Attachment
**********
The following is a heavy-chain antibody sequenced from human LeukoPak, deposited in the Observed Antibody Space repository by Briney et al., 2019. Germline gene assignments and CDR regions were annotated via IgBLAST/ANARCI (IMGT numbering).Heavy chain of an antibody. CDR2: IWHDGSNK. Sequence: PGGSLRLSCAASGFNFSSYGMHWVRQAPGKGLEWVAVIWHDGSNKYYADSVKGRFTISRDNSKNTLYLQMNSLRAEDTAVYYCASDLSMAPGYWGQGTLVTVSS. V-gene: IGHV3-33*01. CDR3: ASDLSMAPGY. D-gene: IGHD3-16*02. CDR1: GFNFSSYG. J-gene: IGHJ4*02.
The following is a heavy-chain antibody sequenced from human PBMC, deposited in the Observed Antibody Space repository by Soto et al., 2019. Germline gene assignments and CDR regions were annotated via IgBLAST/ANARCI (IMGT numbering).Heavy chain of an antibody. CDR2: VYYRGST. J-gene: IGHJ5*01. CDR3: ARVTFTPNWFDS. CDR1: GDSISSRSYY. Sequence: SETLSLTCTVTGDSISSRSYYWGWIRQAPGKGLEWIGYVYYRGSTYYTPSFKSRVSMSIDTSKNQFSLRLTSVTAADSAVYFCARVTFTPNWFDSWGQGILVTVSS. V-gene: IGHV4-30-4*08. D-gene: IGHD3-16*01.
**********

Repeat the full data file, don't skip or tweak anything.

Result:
The following is a heavy-chain antibody sequenced from human LeukoPak, deposited in the Observed Antibody Space repository by Briney et al., 2019. Germline gene assignments and CDR regions were annotated via IgBLAST/ANARCI (IMGT numbering).Heavy chain of an antibody. CDR2: IWHDGSNK. Sequence: PGGSLRLSCAASGFNFSSYGMHWVRQAPGKGLEWVAVIWHDGSNKYYADSVKGRFTISRDNSKNTLYLQMNSLRAEDTAVYYCASDLSMAPGYWGQGTLVTVSS. V-gene: IGHV3-33*01. CDR3: ASDLSMAPGY. D-gene: IGHD3-16*02. CDR1: GFNFSSYG. J-gene: IGHJ4*02.
The following is a heavy-chain antibody sequenced from human PBMC, deposited in the Observed Antibody Space repository by Soto et al., 2019. Germline gene assignments and CDR regions were annotated via IgBLAST/ANARCI (IMGT numbering).Heavy chain of an antibody. CDR2: VYYRGST. J-gene: IGHJ5*01. CDR3: ARVTFTPNWFDS. CDR1: GDSISSRSYY. Sequence: SETLSLTCTVTGDSISSRSYYWGWIRQAPGKGLEWIGYVYYRGSTYYTPSFKSRVSMSIDTSKNQFSLRLTSVTAADSAVYFCARVTFTPNWFDSWGQGILVTVSS. V-gene: IGHV4-30-4*08. D-gene: IGHD3-16*01.